LG Energy, Toyota announce longterm U.S. EV battery deal

Toyota and LG Energy have agreed on a U.S. EV battery deal for Toyota vehicles beginning in 2025, including EV's to be made in Kentucky. LG's Michigan plant will supply the batteries. Photo by James Atoa/UPI

Oct. 5 (UPI) -- LG Energy and Toyota said Wednesday they've reached a long-term agreement to supply batteries for electric vehicles in the United States.

Under the deal, LG will supply Toyota with 20GWh of high-nickel NCMA battery modules beginning in 2025.

LG Energy will build the batteries in Michigan for Toyota vehicles including those set to be made in Kentucky beginning in 2025.

Toyota plans to use the battery deal to supply multiple initiatives offering 30 Toyota EV models in the U.S. and globally.

"At Toyota, our goal is to reduce carbon emissions as much as possible, as fast as possible," said Tetsuo "Ted" Ogawa, president and CEO of Toyota Motor North America in a statement. "Having secure supplies of lithium-ion batteries at scale with a long-term relationship to support Toyota's multi-pathway approach and growth plans for BEVs in North America is critical to achieve our manufacturing and carbon reduction plans."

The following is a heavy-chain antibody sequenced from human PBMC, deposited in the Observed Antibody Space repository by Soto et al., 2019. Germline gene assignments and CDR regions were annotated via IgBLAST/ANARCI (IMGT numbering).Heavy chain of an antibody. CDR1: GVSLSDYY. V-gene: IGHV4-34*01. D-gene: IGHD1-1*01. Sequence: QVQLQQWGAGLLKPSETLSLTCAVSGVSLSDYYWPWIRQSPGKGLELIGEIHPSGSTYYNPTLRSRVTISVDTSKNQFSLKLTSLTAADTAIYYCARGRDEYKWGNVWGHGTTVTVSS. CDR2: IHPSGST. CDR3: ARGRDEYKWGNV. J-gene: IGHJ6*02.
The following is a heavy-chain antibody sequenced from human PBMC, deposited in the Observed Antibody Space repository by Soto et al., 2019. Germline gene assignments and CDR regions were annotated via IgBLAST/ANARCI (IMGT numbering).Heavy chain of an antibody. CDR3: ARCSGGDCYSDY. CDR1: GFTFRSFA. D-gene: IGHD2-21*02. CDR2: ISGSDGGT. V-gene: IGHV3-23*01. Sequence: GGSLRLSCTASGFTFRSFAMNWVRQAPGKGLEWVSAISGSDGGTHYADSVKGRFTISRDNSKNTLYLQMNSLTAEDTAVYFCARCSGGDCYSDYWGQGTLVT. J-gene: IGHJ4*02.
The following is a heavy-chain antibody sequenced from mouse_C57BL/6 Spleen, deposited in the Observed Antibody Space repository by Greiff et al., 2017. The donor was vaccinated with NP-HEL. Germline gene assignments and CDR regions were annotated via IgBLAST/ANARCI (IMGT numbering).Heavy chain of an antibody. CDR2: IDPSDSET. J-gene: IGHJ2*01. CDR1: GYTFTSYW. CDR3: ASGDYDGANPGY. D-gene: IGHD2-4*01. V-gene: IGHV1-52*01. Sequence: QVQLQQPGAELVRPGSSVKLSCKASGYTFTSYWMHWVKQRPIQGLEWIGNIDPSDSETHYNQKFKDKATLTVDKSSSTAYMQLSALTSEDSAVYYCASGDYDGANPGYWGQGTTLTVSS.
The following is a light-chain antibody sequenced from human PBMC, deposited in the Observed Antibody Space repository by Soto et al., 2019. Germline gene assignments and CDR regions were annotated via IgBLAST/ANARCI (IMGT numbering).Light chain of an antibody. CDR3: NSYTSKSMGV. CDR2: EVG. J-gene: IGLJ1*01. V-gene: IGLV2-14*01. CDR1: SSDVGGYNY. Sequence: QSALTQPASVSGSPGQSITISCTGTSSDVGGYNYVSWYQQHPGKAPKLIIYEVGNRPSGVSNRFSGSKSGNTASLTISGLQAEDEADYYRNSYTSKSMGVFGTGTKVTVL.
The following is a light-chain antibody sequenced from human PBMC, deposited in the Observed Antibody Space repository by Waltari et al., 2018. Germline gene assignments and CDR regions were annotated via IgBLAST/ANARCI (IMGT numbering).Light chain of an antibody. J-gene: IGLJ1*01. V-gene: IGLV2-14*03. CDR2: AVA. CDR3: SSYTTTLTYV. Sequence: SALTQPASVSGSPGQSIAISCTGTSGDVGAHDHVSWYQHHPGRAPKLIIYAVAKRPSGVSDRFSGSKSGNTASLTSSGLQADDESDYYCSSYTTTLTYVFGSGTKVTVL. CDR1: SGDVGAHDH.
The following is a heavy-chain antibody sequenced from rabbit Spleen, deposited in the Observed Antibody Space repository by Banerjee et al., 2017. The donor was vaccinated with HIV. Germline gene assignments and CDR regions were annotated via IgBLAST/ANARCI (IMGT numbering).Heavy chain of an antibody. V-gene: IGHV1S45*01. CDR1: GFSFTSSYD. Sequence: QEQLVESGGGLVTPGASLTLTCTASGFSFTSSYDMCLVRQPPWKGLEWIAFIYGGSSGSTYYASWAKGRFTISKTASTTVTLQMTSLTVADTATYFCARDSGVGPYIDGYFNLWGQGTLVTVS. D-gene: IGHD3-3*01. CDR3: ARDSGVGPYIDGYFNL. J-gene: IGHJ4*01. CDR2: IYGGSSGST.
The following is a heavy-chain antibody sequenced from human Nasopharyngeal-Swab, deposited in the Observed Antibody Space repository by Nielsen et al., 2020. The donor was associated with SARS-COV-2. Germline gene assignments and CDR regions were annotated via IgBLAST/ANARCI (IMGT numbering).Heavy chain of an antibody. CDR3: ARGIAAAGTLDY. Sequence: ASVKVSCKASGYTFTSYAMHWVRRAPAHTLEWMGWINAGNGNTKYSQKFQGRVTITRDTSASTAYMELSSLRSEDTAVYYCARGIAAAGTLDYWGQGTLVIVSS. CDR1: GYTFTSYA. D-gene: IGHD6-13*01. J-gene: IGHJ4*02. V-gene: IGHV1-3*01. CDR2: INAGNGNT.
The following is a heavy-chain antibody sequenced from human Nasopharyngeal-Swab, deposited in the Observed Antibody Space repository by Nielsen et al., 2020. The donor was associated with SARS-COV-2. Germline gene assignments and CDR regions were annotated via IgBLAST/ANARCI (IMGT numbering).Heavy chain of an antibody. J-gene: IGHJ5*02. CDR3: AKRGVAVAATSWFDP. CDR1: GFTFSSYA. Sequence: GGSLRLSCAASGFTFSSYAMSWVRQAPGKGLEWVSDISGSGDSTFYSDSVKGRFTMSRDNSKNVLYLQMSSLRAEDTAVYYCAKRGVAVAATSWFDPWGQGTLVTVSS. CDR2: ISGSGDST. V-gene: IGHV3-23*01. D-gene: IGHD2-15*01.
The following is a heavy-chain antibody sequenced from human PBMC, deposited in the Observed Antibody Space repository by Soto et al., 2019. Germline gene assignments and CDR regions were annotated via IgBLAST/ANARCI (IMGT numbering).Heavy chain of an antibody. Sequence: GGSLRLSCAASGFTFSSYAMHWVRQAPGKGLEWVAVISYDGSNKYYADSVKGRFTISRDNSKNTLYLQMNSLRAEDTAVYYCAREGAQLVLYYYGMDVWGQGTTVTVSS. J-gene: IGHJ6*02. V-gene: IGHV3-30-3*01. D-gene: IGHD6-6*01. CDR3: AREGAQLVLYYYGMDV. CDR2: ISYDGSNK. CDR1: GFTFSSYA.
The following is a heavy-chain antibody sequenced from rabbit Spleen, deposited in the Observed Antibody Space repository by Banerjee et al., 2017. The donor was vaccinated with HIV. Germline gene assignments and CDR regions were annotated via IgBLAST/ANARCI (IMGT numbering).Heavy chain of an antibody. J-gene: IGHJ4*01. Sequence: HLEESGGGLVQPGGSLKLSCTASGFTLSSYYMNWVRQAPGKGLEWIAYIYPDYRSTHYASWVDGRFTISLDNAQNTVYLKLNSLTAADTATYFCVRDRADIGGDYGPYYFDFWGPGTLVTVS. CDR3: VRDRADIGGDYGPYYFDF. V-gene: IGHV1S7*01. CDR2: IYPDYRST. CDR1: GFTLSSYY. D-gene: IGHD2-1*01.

LG Energy plans to invest roughly $3 billion in its Michigan battery facility to establish new battery production lines exclusively for Toyota.

"We're excited to have Toyota, the best-selling global automaker, as our new customer," said LG Energy Solution CEO Youngsoo Kwon. "With our 30 years of experience in lithium-ion batteries, we will provide innovative power solutions to support Toyota's push further into battery electric vehicles."

The LG Energy-Toyota EV battery deal is LG's single biggest supply agreement outside of joint venture agreements. LG has eight North American battery manufacturing plants currently operating or under construction.

In September Hyundai Motor and LG announced the two companies would spend $2 billion more than the original $2.3 billion investment planned for battery manufacture in Bryan County, Ga.

The two companies' total EV battery investments in Georgia will reach $7.59 billion and add 8,500 jobs to the region during the next eight years.

When those projects are complete in 2028, the battery plants will support production of roughly 300,000 EV's per year.